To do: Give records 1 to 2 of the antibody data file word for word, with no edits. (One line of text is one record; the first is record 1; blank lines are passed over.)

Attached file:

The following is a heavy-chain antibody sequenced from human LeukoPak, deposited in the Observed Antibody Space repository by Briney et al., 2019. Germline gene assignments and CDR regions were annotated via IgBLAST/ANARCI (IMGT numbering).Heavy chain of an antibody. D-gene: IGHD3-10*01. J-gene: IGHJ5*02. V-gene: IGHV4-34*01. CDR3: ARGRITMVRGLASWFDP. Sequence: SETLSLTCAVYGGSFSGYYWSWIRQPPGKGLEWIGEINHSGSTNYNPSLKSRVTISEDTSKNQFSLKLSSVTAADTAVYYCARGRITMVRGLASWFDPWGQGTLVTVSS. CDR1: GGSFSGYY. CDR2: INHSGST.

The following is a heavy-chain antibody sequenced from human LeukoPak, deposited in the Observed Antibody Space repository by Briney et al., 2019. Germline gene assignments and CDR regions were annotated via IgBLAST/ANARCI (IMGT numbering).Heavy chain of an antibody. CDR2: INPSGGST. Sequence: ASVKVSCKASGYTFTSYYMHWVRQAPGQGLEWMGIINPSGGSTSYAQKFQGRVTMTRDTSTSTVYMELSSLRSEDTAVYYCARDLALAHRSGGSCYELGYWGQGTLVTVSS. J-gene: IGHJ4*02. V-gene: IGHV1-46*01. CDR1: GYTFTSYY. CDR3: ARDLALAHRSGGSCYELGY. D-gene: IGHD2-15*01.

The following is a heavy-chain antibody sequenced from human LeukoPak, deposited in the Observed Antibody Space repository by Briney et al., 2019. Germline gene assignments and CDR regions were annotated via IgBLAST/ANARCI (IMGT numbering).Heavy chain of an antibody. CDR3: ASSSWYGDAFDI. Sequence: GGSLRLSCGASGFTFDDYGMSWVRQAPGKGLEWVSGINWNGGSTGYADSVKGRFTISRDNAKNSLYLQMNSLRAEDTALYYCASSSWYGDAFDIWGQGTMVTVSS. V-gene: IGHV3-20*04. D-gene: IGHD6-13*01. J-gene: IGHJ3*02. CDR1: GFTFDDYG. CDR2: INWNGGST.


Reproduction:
The following is a heavy-chain antibody sequenced from human LeukoPak, deposited in the Observed Antibody Space repository by Briney et al., 2019. Germline gene assignments and CDR regions were annotated via IgBLAST/ANARCI (IMGT numbering).Heavy chain of an antibody. D-gene: IGHD3-10*01. J-gene: IGHJ5*02. V-gene: IGHV4-34*01. CDR3: ARGRITMVRGLASWFDP. Sequence: SETLSLTCAVYGGSFSGYYWSWIRQPPGKGLEWIGEINHSGSTNYNPSLKSRVTISEDTSKNQFSLKLSSVTAADTAVYYCARGRITMVRGLASWFDPWGQGTLVTVSS. CDR1: GGSFSGYY. CDR2: INHSGST.

The following is a heavy-chain antibody sequenced from human LeukoPak, deposited in the Observed Antibody Space repository by Briney et al., 2019. Germline gene assignments and CDR regions were annotated via IgBLAST/ANARCI (IMGT numbering).Heavy chain of an antibody. CDR2: INPSGGST. Sequence: ASVKVSCKASGYTFTSYYMHWVRQAPGQGLEWMGIINPSGGSTSYAQKFQGRVTMTRDTSTSTVYMELSSLRSEDTAVYYCARDLALAHRSGGSCYELGYWGQGTLVTVSS. J-gene: IGHJ4*02. V-gene: IGHV1-46*01. CDR1: GYTFTSYY. CDR3: ARDLALAHRSGGSCYELGY. D-gene: IGHD2-15*01.